This bugged me intensely about the New 52 Superman, even Morrison’s portrayal of him. This feeling that he cut loose on every villain he met. At least with classic Supes, he only went off on the big guns and even then it took PUSHING all his buttons for that to happen. Like when he comes to after being held in a dream state by the Black Mercy and screams Mongul’s name. Every other time the writers have him outwitting the bulky despot by his cunning, but in the end of For The Man Who Has Everything the we have the character being a more reasonable Man of Steel finally letting go…taking the kid gloves off…and just hammering away at Mongul creating a huge climax.
The New 52 attempted to climax like that twice to three times a month, it feels like.
And of course because the New 52 needs to pad the page count, when Orion is at a point where he could easily explain his actions and why he initially belted Supes…
…instead he punches the living snot out of him after telling him half of what’s going on.
And if you thought that was bad…
Then Orion takes what has to be a working aircraft carrier (I mean, there’s planes on it, so I don’t think it’s decommissioned) and uses it like that Jager in the first Pacific Rim movie. Or at least he tries to…
…but Supes is too fast and melts the thing like an ice cream on a late-July day in Texas.
As Orion deals with being encased in melted navy boat, Wonder Woman shows up to give Superman a little unneeded backup. As they stare down the business end of Orion breaking out of all that wreckage, no one has really addressed why all this is happening.
But a bit of sanity slips in as it appears Wondy and Son ‘o ‘seid have met before, which means we’ll finally get to the bottom of this punchfest without anymore actual punching.
A little judicious use of the lasso of truth and we find out that Superman’s subconscious has been conscripted by that monstrous Green Lantern villain Hector Hammond. Note that I didn’t follow the mess that was New 52 too closely. I’m not sure if, in the pages of one of the various Wonder Woman mags, Wondy was shown meeting Orion or Hammond, but I am just going to go with it at this point. He’s a bad guy, and the good guys know about him.
Possibly from that very bad Green Lantern movie that Ryan Reynolds starred in. Deadpool doesn’t erase all sins, Reynolds!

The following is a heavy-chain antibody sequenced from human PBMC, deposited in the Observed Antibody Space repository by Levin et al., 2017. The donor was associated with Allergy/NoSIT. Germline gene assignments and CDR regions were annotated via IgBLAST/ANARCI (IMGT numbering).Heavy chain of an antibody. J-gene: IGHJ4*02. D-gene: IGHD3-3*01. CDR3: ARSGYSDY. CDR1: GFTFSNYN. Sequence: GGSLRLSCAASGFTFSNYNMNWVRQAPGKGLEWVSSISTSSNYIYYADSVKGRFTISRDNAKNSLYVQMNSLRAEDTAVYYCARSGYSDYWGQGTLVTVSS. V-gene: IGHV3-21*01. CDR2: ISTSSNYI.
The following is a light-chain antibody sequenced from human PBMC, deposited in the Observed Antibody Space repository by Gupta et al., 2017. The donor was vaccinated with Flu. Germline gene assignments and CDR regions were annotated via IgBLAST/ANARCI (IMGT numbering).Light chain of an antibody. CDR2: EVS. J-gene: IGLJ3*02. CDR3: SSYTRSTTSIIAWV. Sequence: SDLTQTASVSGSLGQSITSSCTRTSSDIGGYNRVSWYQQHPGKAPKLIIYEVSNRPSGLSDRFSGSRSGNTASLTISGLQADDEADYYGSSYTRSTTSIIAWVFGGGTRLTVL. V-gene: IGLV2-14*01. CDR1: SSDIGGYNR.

(actually, it wasn’t that bad.)
And quick as you please, Orion pulls out a Mother Box and removes Hammond’s ability to enter Superman’s mind for all time and our story ends…
…after a bit of discomfort between our three as if there were some odd type of love triangle being set up. I can only assume the kiss Orion refers to also happens in one of those other issues of New 52 books that I also don’t have. I’m thankful for that.
After a brief one page outro showing a bizzaro-like Lana emerging from the rubble of an apartment building, the issue ends on a cliffhanger of just exactly who this mysterious person is and what kind of trouble she will mix the Man of Steel up in.
So that’s it. The issue feels very Zack Snyder in tone, what with all the wanton destruction and no real shows of heroism. I don’t understand Hammond controlling Superman, yet NOT controlling Superman. In this it seemed he had no real power over him during the fighting, just in his dreams. The threat didn’t warranty this level of destruction nor confrontation. It is an excuse to have these two punch each other for 20 pages.
That said, I did like some of the framing sequences and the look of the book. The New 52 weren’t ugly comics in my mind, just the victims of poor concepts and ham-fisted plotting. Also they didn’t have a bead on Superman, around which the entire DC universe hangs, for the most part. He came off as boarderline unlikable and this issue is no exception. The writers forgot the “hero” part of “superhero” and that’s never a good thing.
Thankfully, I didn’t buy my fill of these from the discount bin. There would be way more to suffer through if I had.
That’s the end of the Superhero vs. Superhero Summer and these types of battles for now. I could go on another month, but I think with school starting and my work heating up, it might be best to move on to different stomping grounds. Tune in Friday to see what it will be. (Tell the truth, I don’t know myself.)